Arkansas State Overview
Arkansas ranks higher on personal than economic freedom. It scores particularly poorly on regulatory policy and worsened noticeably in 2009 to 2010; however, this change is largely an artifact of apparent sampling error in the 2010 lawsuit climate survey by the US Chamber of Commerce: Arkansas dipped dramatically in that year’s survey but has since recovered in the 2012 survey, which is not included in this index. When the change in lawsuit climate is excluded, Arkansas’s freedom score is only slightly negative from 2001 to 2011.
While its taxes and government spending are only about average, Arkansas has one of the lowest debt burdens in the country: 14.5 percent of personal income. Arkansas’s Revenue Stabilization Law, requiring ex post balanced budgets, deserves some credit for this advantage.1 Arkansas spends more on education and public welfare than the average state and has high state and local sales and use taxes to make up for low property taxes.
The state could significantly improve its regulatory environment by repealing its health insurance mandates, which add an estimated 45.9 percent to the cost of a premium compared to one without any of the mandated coverages. “Prior approval” rate review is in place for both small group and nongroup health insurance. While local zoning is limited, the state has utterly failed to reform eminent domain. Labor laws are generally good, with a right-to-work law in place. Occupational freedom is limited, with the extent of licensure a standard deviation worse (higher) than the national average and education/experience requirements particularly onerous. Cable and telecom markets are unreformed. The aforementioned lawsuit climate is poor, even if not quite as bad as the 2010 measure would suggest.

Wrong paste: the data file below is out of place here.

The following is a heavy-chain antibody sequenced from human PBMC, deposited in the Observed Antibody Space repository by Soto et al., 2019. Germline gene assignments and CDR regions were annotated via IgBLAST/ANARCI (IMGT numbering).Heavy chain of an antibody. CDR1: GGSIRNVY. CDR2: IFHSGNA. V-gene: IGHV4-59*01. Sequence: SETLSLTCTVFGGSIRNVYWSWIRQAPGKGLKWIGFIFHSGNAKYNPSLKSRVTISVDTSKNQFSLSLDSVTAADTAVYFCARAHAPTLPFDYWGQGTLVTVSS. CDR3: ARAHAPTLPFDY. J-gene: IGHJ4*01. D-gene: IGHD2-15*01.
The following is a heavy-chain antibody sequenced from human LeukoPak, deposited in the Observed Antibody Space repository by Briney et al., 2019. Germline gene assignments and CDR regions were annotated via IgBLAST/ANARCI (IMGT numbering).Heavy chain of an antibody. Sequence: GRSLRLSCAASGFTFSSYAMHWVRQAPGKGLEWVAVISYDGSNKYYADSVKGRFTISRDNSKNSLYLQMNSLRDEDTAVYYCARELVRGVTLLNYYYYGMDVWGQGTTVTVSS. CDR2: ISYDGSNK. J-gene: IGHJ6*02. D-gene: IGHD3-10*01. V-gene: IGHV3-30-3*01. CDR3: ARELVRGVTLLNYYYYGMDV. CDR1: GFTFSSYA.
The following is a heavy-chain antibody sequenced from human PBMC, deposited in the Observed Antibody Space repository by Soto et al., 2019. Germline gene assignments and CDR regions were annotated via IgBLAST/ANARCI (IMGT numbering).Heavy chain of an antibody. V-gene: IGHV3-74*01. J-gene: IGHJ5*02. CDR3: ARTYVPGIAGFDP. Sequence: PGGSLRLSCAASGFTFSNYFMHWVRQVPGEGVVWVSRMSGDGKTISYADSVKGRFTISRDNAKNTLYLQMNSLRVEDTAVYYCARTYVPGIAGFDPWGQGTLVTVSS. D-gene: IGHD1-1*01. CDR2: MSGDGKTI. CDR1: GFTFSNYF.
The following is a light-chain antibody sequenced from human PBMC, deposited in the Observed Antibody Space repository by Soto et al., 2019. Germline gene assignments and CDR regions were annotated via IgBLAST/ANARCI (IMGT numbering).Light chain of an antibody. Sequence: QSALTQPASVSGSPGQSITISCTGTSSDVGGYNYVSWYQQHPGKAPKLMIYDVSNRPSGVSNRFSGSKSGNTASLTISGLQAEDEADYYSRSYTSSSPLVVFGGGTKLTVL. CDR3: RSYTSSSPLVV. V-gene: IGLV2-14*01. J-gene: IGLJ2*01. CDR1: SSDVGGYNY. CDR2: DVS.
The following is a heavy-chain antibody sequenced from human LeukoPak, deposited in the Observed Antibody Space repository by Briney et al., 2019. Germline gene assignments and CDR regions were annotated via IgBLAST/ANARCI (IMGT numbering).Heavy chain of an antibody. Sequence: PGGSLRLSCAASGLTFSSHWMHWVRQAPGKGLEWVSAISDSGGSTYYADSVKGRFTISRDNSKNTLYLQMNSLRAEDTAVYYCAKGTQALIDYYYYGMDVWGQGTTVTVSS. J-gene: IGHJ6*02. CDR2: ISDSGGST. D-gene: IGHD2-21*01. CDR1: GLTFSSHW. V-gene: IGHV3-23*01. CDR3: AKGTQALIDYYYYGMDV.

Like other states without large metropolitan areas, Arkansas scores well on certain personal freedoms. Arkansas has virtually no regulation of private schools, and its homeschooling laws are better than average, excepting notification requirements. Mandatory kindergarten attendance is in place. Smoking is banned in restaurants but not bars, and cigarette taxes are moderate by comparison with many other states. The incarceration rate is high, about two-thirds of a standard deviation worse than the national average.
- Reduce state grants to local school districts and enhance local tax autonomy, and cut the state sales and use tax.
- Prohibit private-to-private eminent domain transfers and tighten blight standards.
- Reform sentencing for nonviolent offenders to reduce incarceration rates toward national norms. This change alone would have moved the state up two places in the overall freedom ranking. 1. We are grateful to an anonymous reviewer for this information.